4. What other places would you recommend me to add to my visit to Bolivia?

Bolivia is a country rich in cultural, historical, and natural attractions. Besides the famous Salar de Uyuni, here are some other popular tourist destinations in Bolivia:

  • La Paz: Bolivia's administrative capital and the highest capital city in the world, La Paz is known for its stunning location in a deep valley surrounded by the Andes Mountains. Visitors can explore the vibrant markets, historic landmarks, and unique cultural attractions, such as the Witches' Market (Mercado de las Brujas) and the Valley of the Moon (Valle de la Luna).
  • Lake Titicaca: Shared with Peru, Lake Titicaca is the highest navigable lake in the world and holds immense cultural significance for the indigenous peoples of the region. Visitors can explore the lake's islands, including Isla del Sol and Isla de la Luna, and learn about the traditional way of life of the local communities.
  • Sucre: Bolivia's constitutional capital, Sucre is a UNESCO World Heritage Site renowned for its well-preserved colonial architecture and rich history. Visitors can explore the city's historic center, visit museums and churches, and enjoy the pleasant climate and relaxed atmosphere.
  • Potosí: Once one of the wealthiest cities in the world due to its silver mines, Potosí is now a UNESCO World Heritage Site famous for its colonial architecture and mining history. Visitors can tour the historic Cerro Rico mines, explore colonial-era churches and buildings, and learn about the city's fascinating past.
  • Samaipata: Located in the eastern foothills of the Andes, Samaipata is known for its picturesque scenery, pre-Columbian ruins, and lush cloud forests. The nearby El Fuerte archaeological site, a UNESCO World Heritage Site, features intricate stone carvings and is believed to have been a ceremonial center for several ancient cultures.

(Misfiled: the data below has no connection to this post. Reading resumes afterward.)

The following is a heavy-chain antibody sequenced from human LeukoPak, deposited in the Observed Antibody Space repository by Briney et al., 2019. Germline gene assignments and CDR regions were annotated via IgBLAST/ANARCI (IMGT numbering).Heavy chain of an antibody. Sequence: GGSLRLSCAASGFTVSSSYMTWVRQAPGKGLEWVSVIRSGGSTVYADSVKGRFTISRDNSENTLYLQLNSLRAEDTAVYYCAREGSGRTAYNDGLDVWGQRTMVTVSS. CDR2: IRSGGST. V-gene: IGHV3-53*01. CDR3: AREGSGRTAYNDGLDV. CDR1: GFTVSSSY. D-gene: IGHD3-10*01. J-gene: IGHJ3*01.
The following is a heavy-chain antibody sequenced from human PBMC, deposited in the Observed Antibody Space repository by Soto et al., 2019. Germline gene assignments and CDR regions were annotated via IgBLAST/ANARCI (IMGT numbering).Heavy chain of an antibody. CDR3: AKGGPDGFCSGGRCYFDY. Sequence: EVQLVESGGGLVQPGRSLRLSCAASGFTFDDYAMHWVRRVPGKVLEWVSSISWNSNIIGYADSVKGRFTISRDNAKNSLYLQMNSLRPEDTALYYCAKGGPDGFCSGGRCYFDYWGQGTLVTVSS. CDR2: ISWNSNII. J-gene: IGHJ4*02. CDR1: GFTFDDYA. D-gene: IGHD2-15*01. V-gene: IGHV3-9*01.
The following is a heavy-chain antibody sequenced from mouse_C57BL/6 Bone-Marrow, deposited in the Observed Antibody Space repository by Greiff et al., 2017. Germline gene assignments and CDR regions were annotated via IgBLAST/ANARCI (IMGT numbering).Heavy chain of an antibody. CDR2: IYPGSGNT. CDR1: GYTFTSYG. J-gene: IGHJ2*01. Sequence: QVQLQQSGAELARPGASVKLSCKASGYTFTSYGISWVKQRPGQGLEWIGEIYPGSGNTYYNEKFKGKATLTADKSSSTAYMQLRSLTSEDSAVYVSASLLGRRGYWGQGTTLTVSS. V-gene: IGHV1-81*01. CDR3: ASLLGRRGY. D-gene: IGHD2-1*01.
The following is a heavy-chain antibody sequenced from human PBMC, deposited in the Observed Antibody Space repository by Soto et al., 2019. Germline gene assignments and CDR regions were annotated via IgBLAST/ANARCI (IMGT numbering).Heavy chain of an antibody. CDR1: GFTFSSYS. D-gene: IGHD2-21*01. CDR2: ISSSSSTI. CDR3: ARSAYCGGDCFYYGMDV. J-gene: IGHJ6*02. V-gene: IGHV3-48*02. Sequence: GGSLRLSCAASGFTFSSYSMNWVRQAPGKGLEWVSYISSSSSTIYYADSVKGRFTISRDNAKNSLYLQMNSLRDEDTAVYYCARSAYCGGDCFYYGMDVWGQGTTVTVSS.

These are just a few examples of the many captivating destinations that Bolivia has to offer, each showcasing the country's diverse landscapes, rich cultural heritage, and unique attractions. If you would like more options or ideas feel free to ask your travel advisor for this.

5. Do I need to take precautions against altitude sickness?

Altitude sickness, also known as acute mountain sickness (AMS), can occur when traveling to high-altitude destinations like Bolivia, especially in cities such as La Paz and Potosí, which are situated at elevations well above sea level. To mitigate the effects of altitude sickness and ensure a more comfortable experience, travelers can take several precautions:

Acclimatize gradually: If possible, spend a few days at lower elevations before ascending to higher altitudes. This allows your body to gradually adjust to the decrease in oxygen levels.

Stay hydrated: Drink plenty of water to stay hydrated, as dehydration can exacerbate symptoms of altitude sickness. Avoid alcohol and caffeine, as they can contribute to dehydration.

Eat light meals: Stick to light, easily digestible meals to minimize the strain on your body at high altitudes. Avoid heavy, greasy foods that can make you feel more sluggish.

Rest and take it easy: Avoid strenuous physical activity during the first day or two at high altitudes. Allow your body time to adjust and rest as needed.